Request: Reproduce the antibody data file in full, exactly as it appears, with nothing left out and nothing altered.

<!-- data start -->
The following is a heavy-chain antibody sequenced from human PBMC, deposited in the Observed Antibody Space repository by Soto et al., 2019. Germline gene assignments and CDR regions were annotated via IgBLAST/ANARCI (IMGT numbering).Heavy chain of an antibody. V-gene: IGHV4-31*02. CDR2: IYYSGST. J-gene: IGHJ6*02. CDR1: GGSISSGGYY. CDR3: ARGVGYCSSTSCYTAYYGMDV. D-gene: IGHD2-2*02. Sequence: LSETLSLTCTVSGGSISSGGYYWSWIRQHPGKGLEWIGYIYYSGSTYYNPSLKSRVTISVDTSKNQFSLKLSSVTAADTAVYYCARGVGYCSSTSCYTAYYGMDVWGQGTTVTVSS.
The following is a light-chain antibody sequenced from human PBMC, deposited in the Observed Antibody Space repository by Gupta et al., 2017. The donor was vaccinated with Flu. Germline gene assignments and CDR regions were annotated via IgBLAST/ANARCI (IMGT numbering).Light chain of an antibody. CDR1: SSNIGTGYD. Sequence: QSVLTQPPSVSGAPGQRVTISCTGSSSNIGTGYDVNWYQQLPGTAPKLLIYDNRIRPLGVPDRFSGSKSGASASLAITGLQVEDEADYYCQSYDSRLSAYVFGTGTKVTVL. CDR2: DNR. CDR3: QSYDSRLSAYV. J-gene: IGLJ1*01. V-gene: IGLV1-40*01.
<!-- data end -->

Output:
The following is a heavy-chain antibody sequenced from human PBMC, deposited in the Observed Antibody Space repository by Soto et al., 2019. Germline gene assignments and CDR regions were annotated via IgBLAST/ANARCI (IMGT numbering).Heavy chain of an antibody. V-gene: IGHV4-31*02. CDR2: IYYSGST. J-gene: IGHJ6*02. CDR1: GGSISSGGYY. CDR3: ARGVGYCSSTSCYTAYYGMDV. D-gene: IGHD2-2*02. Sequence: LSETLSLTCTVSGGSISSGGYYWSWIRQHPGKGLEWIGYIYYSGSTYYNPSLKSRVTISVDTSKNQFSLKLSSVTAADTAVYYCARGVGYCSSTSCYTAYYGMDVWGQGTTVTVSS.
The following is a light-chain antibody sequenced from human PBMC, deposited in the Observed Antibody Space repository by Gupta et al., 2017. The donor was vaccinated with Flu. Germline gene assignments and CDR regions were annotated via IgBLAST/ANARCI (IMGT numbering).Light chain of an antibody. CDR1: SSNIGTGYD. Sequence: QSVLTQPPSVSGAPGQRVTISCTGSSSNIGTGYDVNWYQQLPGTAPKLLIYDNRIRPLGVPDRFSGSKSGASASLAITGLQVEDEADYYCQSYDSRLSAYVFGTGTKVTVL. CDR2: DNR. CDR3: QSYDSRLSAYV. J-gene: IGLJ1*01. V-gene: IGLV1-40*01.